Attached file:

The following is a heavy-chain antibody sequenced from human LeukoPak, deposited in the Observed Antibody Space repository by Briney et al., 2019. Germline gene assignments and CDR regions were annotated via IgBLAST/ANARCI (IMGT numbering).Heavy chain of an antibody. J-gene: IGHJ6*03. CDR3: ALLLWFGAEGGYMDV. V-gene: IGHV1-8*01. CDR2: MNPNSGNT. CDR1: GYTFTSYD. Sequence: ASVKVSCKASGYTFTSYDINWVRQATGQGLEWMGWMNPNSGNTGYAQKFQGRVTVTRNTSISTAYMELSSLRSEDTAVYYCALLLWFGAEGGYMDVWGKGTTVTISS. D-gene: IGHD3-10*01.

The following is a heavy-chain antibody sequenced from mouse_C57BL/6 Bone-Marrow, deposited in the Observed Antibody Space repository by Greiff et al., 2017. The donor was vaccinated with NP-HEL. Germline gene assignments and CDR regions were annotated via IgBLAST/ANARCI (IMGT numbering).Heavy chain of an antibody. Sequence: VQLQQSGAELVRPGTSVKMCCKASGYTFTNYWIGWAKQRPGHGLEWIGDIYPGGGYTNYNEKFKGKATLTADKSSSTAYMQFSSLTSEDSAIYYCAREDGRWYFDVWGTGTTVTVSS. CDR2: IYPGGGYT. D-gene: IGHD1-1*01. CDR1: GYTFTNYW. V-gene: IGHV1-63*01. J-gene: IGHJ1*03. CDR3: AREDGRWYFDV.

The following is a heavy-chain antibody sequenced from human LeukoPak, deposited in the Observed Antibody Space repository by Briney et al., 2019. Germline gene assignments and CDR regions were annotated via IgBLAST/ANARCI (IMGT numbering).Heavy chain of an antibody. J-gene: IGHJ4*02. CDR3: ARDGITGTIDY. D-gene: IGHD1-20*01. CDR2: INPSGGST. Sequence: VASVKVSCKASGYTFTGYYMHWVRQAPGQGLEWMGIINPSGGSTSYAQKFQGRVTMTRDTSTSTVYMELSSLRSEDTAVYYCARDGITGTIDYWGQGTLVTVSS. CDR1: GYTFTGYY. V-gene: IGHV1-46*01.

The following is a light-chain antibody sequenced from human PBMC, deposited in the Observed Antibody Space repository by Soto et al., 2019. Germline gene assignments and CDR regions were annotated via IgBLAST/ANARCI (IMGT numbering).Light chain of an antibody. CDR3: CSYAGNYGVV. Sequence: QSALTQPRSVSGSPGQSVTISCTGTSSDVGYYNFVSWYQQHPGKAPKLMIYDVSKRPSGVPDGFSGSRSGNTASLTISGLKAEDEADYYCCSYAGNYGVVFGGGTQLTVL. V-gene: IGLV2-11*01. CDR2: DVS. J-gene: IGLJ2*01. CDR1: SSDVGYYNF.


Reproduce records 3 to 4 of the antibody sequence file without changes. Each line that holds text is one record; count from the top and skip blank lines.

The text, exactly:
The following is a heavy-chain antibody sequenced from human LeukoPak, deposited in the Observed Antibody Space repository by Briney et al., 2019. Germline gene assignments and CDR regions were annotated via IgBLAST/ANARCI (IMGT numbering).Heavy chain of an antibody. J-gene: IGHJ4*02. CDR3: ARDGITGTIDY. D-gene: IGHD1-20*01. CDR2: INPSGGST. Sequence: VASVKVSCKASGYTFTGYYMHWVRQAPGQGLEWMGIINPSGGSTSYAQKFQGRVTMTRDTSTSTVYMELSSLRSEDTAVYYCARDGITGTIDYWGQGTLVTVSS. CDR1: GYTFTGYY. V-gene: IGHV1-46*01.

The following is a light-chain antibody sequenced from human PBMC, deposited in the Observed Antibody Space repository by Soto et al., 2019. Germline gene assignments and CDR regions were annotated via IgBLAST/ANARCI (IMGT numbering).Light chain of an antibody. CDR3: CSYAGNYGVV. Sequence: QSALTQPRSVSGSPGQSVTISCTGTSSDVGYYNFVSWYQQHPGKAPKLMIYDVSKRPSGVPDGFSGSRSGNTASLTISGLKAEDEADYYCCSYAGNYGVVFGGGTQLTVL. V-gene: IGLV2-11*01. CDR2: DVS. J-gene: IGLJ2*01. CDR1: SSDVGYYNF.